India's Doctors Worry The Country Is Unprepared For A Coronavirus Surge
With a fraction of the hospital beds and ventilators per capita of developed countries, Indian doctors and public health experts warn an explosion of coronavirus cases could overwhelm their hospitals on a greater scale than what's happening in Italy and the United States — and lead to many millions of deaths.
Doctors in India are posting photos and videos on social media of homemade hazmat suits. Some hospitals are making their own hand sanitizer, and there are reports of rationing.
For now, India's coronavirus diagnoses are low: The government has identified and 16 deaths in a population of 1.3 billion. Prime Minister Narendra Modi nevertheless announced the world's largest lockdown on Tuesday, and a $2 billion investment to improve India's health system.
But doctors worry it will not be enough.
"Personal protective equipment is in short supply, and what's available is over 10 times the usual cost," Dr. John Victor Peter, director of Christian Medical College Vellore, one of India's biggest private nonprofit hospital systems, told NPR by phone. "So we have innovated. About 7,000 masks have been stitched by our volunteers."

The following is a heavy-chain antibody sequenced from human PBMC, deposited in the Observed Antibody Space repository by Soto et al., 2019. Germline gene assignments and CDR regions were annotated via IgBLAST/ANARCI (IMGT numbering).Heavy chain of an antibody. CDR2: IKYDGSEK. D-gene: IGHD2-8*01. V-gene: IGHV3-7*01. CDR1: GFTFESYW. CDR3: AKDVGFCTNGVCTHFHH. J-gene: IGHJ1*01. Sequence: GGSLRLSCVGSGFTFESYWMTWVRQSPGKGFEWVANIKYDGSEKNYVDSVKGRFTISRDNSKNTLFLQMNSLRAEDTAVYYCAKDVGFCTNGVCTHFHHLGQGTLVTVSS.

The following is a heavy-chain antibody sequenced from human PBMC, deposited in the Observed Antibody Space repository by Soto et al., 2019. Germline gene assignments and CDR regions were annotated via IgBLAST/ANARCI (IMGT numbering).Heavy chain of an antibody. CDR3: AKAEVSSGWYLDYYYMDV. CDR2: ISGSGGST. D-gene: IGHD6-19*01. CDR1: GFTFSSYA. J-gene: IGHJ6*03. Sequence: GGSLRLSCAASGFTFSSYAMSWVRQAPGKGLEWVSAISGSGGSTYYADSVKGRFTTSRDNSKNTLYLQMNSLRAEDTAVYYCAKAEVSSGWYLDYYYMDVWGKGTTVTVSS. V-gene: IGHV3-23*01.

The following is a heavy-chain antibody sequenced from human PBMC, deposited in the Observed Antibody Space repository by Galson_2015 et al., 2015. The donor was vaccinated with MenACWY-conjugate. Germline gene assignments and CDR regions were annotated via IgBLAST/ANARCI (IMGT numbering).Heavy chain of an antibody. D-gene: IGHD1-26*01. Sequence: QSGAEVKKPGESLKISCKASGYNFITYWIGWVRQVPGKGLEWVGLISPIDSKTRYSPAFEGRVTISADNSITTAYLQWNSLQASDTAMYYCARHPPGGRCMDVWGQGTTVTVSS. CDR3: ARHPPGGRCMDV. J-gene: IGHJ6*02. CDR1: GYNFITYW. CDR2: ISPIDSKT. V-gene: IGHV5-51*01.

According to the government, India has about 1 doctor per 1,500 citizens. The World Health Organization recommends 1 doctor per 1,000 residents. In rural areas, where two-thirds of Indians live and rely almost solely on government hospitals, the ratio is 1 doctor to more than 10,000 people.
As for ventilators, the government doesn't publish numbers. But experts quoted in Indian media estimate there are between 30,000 and 40,000 ventilators nationwide.
"Our ICU and ventilator facilities are too inadequate to manage any sudden spurt in demand," Sujatha Rao, a former secretary of health, told NPR in an email. "It's not a question of a room and a ventilator, but availability of oxygen and trained personnel. Putting them all together needs time that we don't have."
COVID-19 testing kits are also in short supply. But CMC Vellore, which sees an average of 9,000 patients a day, still has a stockpile of only 1,000 tests, Peter says.
All of these statistics are sobering for Indian medical professionals.
"I have some fear, but I have to give 100%," Adarsh Pratap Singh, a surgeon at the All India Institute of Medical Sciences, New Delhi, told NPR. "It is a situation similar to war. We are the frontline warriors."
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